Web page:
On Tuesday, Adam Farkas, the executive director of the European Banking Authority (EBA) resigned from his post to head Association for Financial Markets in Europe (AFME). Farkas’s exit from EBA to head one of the organisations he used to supervise as part of his role drew criticism from advocacy groups against the practice of ‘revolving doors’ hiring. The movement of senior officials from public jobs to private or vice versa is called revolving doors, which can potentially lead to leakage of highly important and sensitive information.
Considering the amount of information Farkas could transfer on regulatory processes, the EBA’s Board of Supervisors (BoS) conducted a detailed review of the potential conflict of interest emerging from his shift to the trade body for banks in February 2020. In compliance with regulator’s rules, BoS decided to move Farkas away from EBA’s policy and supervisory work and limit his role to operational matters until 31 October 2019. Later his role would be reallocated till his last serving day in the organisation i.e. 30 January 2020.
Farkas would be succeeding Simon Lewis at AFME as its news chief executive officer. In his new position, he has been barred from directly lobbying or advocating for EBA for two years after leaving the organisation. Also, BoS applied a condition that Farkas could not advise his new employer or otherwise contribute to matters directly linked to the work he carried out during his last three years at EBA for 18 months in his future job.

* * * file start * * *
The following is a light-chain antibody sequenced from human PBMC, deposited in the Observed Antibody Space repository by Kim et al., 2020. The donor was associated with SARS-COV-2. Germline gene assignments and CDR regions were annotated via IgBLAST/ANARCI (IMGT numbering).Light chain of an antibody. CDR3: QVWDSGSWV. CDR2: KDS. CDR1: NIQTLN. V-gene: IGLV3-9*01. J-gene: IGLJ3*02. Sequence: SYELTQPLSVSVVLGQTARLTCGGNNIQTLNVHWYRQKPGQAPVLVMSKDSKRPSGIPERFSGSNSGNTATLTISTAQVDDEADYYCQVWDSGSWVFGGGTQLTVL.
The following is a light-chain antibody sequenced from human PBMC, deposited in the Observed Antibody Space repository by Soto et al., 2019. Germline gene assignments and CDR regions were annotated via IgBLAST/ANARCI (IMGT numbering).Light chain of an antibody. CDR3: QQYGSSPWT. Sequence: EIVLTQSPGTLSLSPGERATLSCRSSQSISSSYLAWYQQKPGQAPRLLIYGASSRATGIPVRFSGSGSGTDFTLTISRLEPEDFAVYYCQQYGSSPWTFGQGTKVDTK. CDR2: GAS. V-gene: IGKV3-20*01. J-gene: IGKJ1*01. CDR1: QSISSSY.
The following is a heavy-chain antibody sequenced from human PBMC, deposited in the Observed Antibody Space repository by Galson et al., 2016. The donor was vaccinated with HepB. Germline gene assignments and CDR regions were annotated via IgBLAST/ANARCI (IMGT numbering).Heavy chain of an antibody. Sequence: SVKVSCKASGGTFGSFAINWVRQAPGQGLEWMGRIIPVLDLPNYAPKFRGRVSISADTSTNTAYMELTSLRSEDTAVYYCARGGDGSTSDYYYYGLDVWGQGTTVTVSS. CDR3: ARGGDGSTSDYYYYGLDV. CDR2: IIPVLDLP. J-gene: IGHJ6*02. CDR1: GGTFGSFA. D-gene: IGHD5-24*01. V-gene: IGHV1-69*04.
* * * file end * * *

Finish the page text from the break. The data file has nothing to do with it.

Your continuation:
Sven Giegold, a lawmaker for the Greens in the European Parliament, told Bloomberg that Farkas’ move would cause ‘massive damage to the EBA’s reputation’. EBA also faced the criticism over frequent exits of senior managements personnel to ‘companies they once oversaw or lobby firms that represent them’. Farkas has been associated with the banking regulator since 2011 when he was first appointed as EBA’s first executive director.